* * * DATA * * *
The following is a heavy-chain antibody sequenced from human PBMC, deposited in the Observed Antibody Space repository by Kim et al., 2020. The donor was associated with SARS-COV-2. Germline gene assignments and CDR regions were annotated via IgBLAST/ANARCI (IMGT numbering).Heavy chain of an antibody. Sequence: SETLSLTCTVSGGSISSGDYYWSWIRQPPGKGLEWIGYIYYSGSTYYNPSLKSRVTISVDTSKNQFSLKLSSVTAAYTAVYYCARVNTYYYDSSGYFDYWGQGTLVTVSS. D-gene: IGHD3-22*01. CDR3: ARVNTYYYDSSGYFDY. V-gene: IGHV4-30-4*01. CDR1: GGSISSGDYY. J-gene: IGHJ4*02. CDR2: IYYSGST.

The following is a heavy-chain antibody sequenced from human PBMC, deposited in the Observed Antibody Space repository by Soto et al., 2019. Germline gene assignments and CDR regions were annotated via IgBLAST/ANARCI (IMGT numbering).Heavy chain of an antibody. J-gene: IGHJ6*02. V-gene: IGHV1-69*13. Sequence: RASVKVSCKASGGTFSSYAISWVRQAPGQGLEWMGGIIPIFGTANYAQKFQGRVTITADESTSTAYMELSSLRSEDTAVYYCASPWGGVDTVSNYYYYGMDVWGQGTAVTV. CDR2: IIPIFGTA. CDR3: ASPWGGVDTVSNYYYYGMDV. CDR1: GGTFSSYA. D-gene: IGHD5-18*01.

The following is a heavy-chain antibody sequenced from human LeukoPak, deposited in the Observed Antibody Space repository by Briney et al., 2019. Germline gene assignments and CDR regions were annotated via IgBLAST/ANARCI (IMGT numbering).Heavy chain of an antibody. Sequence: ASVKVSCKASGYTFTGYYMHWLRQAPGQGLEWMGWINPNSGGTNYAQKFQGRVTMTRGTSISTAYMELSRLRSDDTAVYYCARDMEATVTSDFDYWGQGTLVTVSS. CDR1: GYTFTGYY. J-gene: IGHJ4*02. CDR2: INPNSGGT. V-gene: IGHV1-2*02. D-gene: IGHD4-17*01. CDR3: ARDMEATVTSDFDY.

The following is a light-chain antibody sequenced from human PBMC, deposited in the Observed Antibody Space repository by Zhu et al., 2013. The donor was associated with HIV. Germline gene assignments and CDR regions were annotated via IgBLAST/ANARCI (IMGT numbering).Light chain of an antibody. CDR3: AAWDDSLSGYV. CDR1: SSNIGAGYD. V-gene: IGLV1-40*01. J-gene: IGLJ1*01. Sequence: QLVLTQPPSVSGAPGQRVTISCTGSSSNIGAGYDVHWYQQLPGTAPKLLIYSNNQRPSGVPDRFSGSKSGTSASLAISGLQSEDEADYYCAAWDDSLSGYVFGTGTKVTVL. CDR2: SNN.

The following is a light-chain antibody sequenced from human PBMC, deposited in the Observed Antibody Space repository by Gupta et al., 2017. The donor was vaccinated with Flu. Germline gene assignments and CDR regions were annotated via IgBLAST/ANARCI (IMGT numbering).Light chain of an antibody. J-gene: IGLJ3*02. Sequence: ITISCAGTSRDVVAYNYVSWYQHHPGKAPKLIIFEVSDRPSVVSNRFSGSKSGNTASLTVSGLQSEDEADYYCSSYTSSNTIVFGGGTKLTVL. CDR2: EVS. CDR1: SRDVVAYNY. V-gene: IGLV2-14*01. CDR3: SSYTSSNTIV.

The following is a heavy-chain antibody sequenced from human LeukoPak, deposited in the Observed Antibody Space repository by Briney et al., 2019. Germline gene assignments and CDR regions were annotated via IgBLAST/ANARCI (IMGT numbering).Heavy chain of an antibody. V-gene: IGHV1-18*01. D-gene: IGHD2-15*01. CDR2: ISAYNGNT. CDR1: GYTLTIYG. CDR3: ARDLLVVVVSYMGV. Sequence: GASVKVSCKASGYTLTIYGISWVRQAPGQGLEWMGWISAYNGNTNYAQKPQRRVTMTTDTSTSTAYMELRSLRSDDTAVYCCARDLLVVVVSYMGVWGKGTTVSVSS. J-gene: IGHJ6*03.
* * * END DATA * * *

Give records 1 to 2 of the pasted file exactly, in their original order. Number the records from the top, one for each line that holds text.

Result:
The following is a heavy-chain antibody sequenced from human PBMC, deposited in the Observed Antibody Space repository by Kim et al., 2020. The donor was associated with SARS-COV-2. Germline gene assignments and CDR regions were annotated via IgBLAST/ANARCI (IMGT numbering).Heavy chain of an antibody. Sequence: SETLSLTCTVSGGSISSGDYYWSWIRQPPGKGLEWIGYIYYSGSTYYNPSLKSRVTISVDTSKNQFSLKLSSVTAAYTAVYYCARVNTYYYDSSGYFDYWGQGTLVTVSS. D-gene: IGHD3-22*01. CDR3: ARVNTYYYDSSGYFDY. V-gene: IGHV4-30-4*01. CDR1: GGSISSGDYY. J-gene: IGHJ4*02. CDR2: IYYSGST.

The following is a heavy-chain antibody sequenced from human PBMC, deposited in the Observed Antibody Space repository by Soto et al., 2019. Germline gene assignments and CDR regions were annotated via IgBLAST/ANARCI (IMGT numbering).Heavy chain of an antibody. J-gene: IGHJ6*02. V-gene: IGHV1-69*13. Sequence: RASVKVSCKASGGTFSSYAISWVRQAPGQGLEWMGGIIPIFGTANYAQKFQGRVTITADESTSTAYMELSSLRSEDTAVYYCASPWGGVDTVSNYYYYGMDVWGQGTAVTV. CDR2: IIPIFGTA. CDR3: ASPWGGVDTVSNYYYYGMDV. CDR1: GGTFSSYA. D-gene: IGHD5-18*01.